If Blockbuster was a beloved brand, people would have stuck around for a lot longer.
Apple are mocked for their fans (and fair enough), but these fans give Apple time to get things right.
Despite the fact that Apple are usually late to the party (i.e. MP3 players, laptops, tablets, smartphones) and charge much more than their competitors, their customers feel respected and are happy to stick around.
People shop with brands that they like.
If you treat people badly, then it’s a matter of time before they go elsewhere.
Some businesses can’t grasp the fact that customers don’t share their core beliefs and worldviews.
Here’s a controversial example: Have a look at old churches.
These are stunning buildings located in prime locations, full of stained glass and pipe organs.
And their services are a quarter full.
Back in the day, everyone went to church, and generally you went to the one that was closest to your house.
In other words, it was a social expectation (even though many weren’t practicing Christians) and a geographic decision.
Now think about how people behave today.
There is no longer a social expectation, nor a geographic restriction.
Most Christians my age will happily travel 20-30-40 minutes to go to a church that treats them well – with music they enjoy, engaging speakers and a welcoming community.
What young person would choose a church because it has a pipe organ?
Who would persevere with unfriendly, closed communities just because they’re near your house?
The same goes for industries like banking.
The dream sold to employees is that of a corporate ladder, with power, status and wealth at the top.
But for this to exist, you need a slightly outdated set of beliefs:
1. We can overcharge customers, and they have to cop it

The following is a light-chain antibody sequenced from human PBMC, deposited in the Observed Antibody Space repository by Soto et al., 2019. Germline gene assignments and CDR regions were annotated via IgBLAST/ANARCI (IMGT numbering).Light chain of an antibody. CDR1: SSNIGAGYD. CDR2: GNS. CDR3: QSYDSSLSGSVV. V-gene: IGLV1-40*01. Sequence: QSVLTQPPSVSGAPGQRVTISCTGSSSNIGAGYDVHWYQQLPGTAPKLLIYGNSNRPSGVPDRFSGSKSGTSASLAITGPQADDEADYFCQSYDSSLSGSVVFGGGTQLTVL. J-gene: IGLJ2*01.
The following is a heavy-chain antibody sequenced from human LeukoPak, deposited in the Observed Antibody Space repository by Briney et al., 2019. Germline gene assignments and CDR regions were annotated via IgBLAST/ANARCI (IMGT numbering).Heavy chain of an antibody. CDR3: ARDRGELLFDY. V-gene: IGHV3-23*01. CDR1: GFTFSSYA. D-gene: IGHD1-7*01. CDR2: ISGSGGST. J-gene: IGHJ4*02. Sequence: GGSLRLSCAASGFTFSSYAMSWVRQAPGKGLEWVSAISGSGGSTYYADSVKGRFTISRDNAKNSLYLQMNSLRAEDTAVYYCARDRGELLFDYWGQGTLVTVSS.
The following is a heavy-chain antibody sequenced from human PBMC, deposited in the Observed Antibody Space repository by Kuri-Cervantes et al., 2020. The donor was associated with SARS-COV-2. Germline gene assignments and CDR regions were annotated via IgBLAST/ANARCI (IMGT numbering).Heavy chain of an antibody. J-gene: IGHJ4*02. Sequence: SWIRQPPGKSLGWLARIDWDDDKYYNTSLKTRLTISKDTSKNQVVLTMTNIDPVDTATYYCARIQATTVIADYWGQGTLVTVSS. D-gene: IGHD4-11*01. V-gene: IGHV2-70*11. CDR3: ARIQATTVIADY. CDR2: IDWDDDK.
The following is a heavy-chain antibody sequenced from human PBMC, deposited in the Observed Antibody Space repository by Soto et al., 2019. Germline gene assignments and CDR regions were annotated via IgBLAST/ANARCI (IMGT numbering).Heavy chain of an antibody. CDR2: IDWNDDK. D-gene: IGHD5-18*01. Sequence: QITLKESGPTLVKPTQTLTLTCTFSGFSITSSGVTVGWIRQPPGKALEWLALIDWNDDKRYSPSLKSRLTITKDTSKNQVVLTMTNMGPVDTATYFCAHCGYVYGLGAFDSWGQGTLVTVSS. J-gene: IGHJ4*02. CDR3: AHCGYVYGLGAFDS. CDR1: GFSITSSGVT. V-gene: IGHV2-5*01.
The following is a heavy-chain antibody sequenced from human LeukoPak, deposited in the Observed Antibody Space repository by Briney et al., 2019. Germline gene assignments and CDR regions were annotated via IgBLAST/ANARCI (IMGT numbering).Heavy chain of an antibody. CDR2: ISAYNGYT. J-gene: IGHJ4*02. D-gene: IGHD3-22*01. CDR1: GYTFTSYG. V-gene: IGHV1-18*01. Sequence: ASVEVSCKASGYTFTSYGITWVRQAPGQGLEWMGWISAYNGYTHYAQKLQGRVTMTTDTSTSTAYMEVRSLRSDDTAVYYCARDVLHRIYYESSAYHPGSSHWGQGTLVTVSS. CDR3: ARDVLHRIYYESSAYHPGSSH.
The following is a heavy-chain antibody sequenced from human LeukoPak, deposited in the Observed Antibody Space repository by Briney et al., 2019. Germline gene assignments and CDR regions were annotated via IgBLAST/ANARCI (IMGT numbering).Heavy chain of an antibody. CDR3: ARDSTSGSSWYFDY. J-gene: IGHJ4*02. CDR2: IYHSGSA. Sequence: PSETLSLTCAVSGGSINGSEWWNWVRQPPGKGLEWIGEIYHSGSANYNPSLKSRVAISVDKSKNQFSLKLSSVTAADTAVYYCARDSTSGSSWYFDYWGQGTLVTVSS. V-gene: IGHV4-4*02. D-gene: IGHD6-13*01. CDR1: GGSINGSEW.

2. We can dismiss and objectify our subordinates, because we're powerful
3. We will be well respected in society for being high up in an institution
All three of these philosophies are obsolete.
Executives can no longer be sexist, elitist or racist.
Competition is hurting complacent businesses.
Bankers are no longer well-respected members of the community.
This is going to make it harder for institutions to recruit top talent, in fact it’s already begun.
How many people do you know who started their careers at a bank/accounting firm/insurer/consultancy, who now work somewhere that matches their values?
Back in the day, people were fine with sweatshops, sexism and discrimination.
But they’re a dying breed, and there aren’t too many new ones forming.
For brands that built their success on exploitation, change will be tough, if not impossible.
As the designer Buckminster Fuller famously said:
“You never change things by fighting the existing reality. To change something, build a new model that makes the existing model obsolete”
We used to value institutions, but these days history and heritage are increasingly meaningless.
Just because something has been around forever, doesn’t mean it has earned permanence for the future.
In fact, there’s a growing class of people who would see that heritage as proof that change is overdue.
Complaining about customer desertion solves nothing.
Changing regulation to eliminate competition only stalls the inevitable.
If you’re not nice to people, they’ll find a better option – someone who cares about their wants and needs, and who doesn’t care for your margins or legacy.